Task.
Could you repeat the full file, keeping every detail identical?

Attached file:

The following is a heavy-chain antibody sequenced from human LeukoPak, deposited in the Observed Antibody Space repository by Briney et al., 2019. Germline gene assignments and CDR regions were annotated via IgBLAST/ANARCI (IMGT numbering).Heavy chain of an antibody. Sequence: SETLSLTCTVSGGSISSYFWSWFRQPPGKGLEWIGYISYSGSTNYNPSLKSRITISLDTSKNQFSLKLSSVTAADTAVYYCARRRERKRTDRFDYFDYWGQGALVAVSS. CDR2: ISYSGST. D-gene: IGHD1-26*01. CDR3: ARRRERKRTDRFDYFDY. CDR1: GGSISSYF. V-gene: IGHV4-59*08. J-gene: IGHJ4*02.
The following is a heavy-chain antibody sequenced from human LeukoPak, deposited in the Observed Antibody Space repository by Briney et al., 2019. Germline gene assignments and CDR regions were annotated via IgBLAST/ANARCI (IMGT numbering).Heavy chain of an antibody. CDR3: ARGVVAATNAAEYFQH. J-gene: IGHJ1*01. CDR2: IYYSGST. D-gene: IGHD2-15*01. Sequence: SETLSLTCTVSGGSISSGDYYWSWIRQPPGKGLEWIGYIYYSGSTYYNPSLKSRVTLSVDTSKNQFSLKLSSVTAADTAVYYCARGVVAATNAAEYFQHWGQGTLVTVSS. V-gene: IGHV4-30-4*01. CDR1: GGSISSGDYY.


The following is a heavy-chain antibody sequenced from human LeukoPak, deposited in the Observed Antibody Space repository by Briney et al., 2019. Germline gene assignments and CDR regions were annotated via IgBLAST/ANARCI (IMGT numbering).Heavy chain of an antibody. Sequence: SETLSLTCTVSGGSISSYFWSWFRQPPGKGLEWIGYISYSGSTNYNPSLKSRITISLDTSKNQFSLKLSSVTAADTAVYYCARRRERKRTDRFDYFDYWGQGALVAVSS. CDR2: ISYSGST. D-gene: IGHD1-26*01. CDR3: ARRRERKRTDRFDYFDY. CDR1: GGSISSYF. V-gene: IGHV4-59*08. J-gene: IGHJ4*02.
The following is a heavy-chain antibody sequenced from human LeukoPak, deposited in the Observed Antibody Space repository by Briney et al., 2019. Germline gene assignments and CDR regions were annotated via IgBLAST/ANARCI (IMGT numbering).Heavy chain of an antibody. CDR3: ARGVVAATNAAEYFQH. J-gene: IGHJ1*01. CDR2: IYYSGST. D-gene: IGHD2-15*01. Sequence: SETLSLTCTVSGGSISSGDYYWSWIRQPPGKGLEWIGYIYYSGSTYYNPSLKSRVTLSVDTSKNQFSLKLSSVTAADTAVYYCARGVVAATNAAEYFQHWGQGTLVTVSS. V-gene: IGHV4-30-4*01. CDR1: GGSISSGDYY.